JOHOR BAHRU: Business owner Khairul Hakimin Muhammad was driving along a major highway in Bangi, Selangor last Thursday (April 21) when two cyclists sped past him, coming within inches from both sides of his car.
The runners passed a red light 300m in front of him. Mr. Khairul immediately applied his emergency brakes and swerved to avoid six other cyclists, presumably from the same group, who cut into his lane from the left. He remembered seeing two of them rolling around in a prone position.
He told CNA he narrowly missed the group and attributed it to being alert enough to react in time.
“It was the second time in four days that I saw this group rolling down a hill in the main road at section 16 of Bangi,” said Mr. Khairul.
“They all seem to be still in primary school. Their bikes are clearly modified, without brakes and (a) configured to allow them to plank horizontally,” he added.
“There was no sense of fear and certainly no logic in why they were driving this way,” said Mr Khairul, who later reported to the police about this “basikal lajak” gang. .
Basikal lajak (modified speed bikes) is a form of drag racing using illegally modified bicycles on public roads. It is popular among young people in parts of Malaysia.
These bikes usually don’t have brakes or reflective lights. Riders also don’t wear helmets, padding, or safety gear.
Races usually start at the top of a hill and continue downhill on public roads, including traffic-laden highways.
Although these modified bikes have been popular among young people for years, they were thrust into the national spotlight earlier this month after a woman was sentenced to six years in prison and fined RM6,000 ( US$1,400) for reckless driving that led to the deaths of eight teenagers in Johor in 2017.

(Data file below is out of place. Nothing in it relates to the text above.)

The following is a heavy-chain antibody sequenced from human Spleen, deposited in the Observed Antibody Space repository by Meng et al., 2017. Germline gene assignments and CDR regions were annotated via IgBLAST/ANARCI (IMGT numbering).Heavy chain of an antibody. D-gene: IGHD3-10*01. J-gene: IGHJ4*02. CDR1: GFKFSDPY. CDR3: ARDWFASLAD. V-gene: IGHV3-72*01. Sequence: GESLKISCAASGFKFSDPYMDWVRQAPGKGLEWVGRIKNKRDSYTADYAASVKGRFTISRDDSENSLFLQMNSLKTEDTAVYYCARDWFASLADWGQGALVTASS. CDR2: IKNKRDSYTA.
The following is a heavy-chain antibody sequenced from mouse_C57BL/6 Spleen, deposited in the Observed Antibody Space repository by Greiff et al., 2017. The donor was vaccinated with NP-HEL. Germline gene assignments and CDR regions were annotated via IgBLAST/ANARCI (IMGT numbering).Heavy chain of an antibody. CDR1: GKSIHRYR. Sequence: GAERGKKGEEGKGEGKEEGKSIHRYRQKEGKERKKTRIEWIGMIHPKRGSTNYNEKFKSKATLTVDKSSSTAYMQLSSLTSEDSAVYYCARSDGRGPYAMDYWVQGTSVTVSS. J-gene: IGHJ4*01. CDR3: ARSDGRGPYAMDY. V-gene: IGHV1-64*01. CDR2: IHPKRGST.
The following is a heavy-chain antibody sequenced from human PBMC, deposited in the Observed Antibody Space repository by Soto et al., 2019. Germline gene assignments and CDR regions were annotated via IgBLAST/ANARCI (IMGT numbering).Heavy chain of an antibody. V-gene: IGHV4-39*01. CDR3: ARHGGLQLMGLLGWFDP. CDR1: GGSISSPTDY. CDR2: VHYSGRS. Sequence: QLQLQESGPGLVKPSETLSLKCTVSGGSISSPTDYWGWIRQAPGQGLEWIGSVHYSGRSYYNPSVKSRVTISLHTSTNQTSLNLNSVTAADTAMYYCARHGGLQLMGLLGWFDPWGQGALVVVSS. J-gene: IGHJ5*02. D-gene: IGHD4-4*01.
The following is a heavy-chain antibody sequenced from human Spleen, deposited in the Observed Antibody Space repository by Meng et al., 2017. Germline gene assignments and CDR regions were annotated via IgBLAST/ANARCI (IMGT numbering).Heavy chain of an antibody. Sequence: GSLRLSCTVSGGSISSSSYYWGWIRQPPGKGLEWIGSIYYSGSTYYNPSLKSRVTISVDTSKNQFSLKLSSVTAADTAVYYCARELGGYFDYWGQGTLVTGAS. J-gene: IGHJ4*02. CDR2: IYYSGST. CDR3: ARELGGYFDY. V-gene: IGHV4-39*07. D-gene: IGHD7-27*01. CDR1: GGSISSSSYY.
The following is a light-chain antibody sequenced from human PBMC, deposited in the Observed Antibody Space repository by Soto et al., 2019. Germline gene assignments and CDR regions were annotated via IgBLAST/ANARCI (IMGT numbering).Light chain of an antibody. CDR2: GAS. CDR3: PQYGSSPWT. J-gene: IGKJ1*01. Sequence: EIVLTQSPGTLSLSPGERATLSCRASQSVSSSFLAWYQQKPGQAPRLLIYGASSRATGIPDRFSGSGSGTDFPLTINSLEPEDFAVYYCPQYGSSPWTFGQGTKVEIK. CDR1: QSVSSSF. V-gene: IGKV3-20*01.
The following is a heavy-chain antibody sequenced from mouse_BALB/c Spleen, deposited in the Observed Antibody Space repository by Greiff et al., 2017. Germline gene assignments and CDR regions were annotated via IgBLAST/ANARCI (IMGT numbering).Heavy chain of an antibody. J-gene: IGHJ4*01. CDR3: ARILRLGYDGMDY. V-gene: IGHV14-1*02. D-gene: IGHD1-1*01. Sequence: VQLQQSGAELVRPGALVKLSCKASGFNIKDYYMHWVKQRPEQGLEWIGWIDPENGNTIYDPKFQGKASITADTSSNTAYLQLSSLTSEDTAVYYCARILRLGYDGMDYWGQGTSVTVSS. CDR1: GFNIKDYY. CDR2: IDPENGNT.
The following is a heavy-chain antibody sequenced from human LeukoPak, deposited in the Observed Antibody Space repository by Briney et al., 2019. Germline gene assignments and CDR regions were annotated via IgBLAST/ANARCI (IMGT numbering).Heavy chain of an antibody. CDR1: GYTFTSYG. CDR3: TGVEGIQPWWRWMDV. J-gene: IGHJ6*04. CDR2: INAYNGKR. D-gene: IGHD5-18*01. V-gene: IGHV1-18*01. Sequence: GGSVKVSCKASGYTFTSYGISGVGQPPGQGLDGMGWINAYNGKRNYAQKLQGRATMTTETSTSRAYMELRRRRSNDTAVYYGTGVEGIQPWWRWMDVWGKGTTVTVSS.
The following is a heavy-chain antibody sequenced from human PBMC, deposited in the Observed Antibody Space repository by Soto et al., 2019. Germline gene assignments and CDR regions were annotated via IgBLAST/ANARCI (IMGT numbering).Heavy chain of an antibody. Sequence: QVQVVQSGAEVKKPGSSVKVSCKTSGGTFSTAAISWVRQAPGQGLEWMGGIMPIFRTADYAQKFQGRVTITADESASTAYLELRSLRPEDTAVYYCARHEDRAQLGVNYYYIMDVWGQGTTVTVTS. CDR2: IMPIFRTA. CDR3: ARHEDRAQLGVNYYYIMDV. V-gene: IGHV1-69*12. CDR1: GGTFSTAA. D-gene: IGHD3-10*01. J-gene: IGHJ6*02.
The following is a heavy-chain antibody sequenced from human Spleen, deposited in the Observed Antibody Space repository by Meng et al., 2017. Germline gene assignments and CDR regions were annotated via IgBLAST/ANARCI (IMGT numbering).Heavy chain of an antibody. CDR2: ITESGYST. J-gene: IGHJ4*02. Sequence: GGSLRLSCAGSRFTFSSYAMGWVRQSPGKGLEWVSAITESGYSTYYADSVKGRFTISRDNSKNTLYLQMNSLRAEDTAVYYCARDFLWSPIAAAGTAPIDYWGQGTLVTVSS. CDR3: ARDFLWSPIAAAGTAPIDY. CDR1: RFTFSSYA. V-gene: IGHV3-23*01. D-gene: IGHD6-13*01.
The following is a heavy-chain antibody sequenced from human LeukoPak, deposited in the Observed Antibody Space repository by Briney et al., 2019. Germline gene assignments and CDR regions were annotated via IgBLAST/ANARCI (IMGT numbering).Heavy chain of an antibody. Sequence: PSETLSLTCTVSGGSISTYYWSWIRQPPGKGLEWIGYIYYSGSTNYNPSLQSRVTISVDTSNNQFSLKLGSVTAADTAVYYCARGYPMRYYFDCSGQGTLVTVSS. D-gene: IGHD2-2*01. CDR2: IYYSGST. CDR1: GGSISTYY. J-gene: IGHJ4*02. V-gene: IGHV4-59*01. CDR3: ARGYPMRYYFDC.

On April 19, driver Sam Ke Ting was released on bail pending a hearing of her appeal in the Court of Appeal.
The incident sparked a debate over responsibility, given that the teenagers were riding their bikes illegally on a public road late at night.
Police have been active in enforcing the law, which prohibits the riding of illegally modified bicycles on public roads.
For example, during a two-day operation in October 2021, Johor police apprehended eight youths who were taking part in basikal lajak races. Police said the youths, aged between 10 and 15, were driving in a dangerous manner and brought them to the police station for “further action”.
Over the past week, some netizens have posted on social media about their close contacts with basikal lajak gangs, including Mr. Khairul. Her post garnered more than 100 shares and 400 comments on Facebook, with many other netizens expressing concern over how to eradicate these groups.
Another Facebook user, Nurul Hidayah Sa’al, shared how she saw these basikal lajak groups around her estate in Selangor, usually at night.
She wrote that they would drive around the neighborhood, driving recklessly on the roads without caring about pedestrians or motorists.
“They don’t stop at red lights, cars stop for them,” she wrote. “And we can’t even deter these kids, they’re even throwing rocks at my car.”
Five years after the accident that killed eight teenagers, what remains worrying is that basikal lajak groups are still active in parts of Malaysia, where they continue to pose a danger to themselves and other road users. of the road.
Bike shop owners and professional cyclists surveyed by CNA say such modifications should not be encouraged. To eradicate these practices, public education is essential, they said.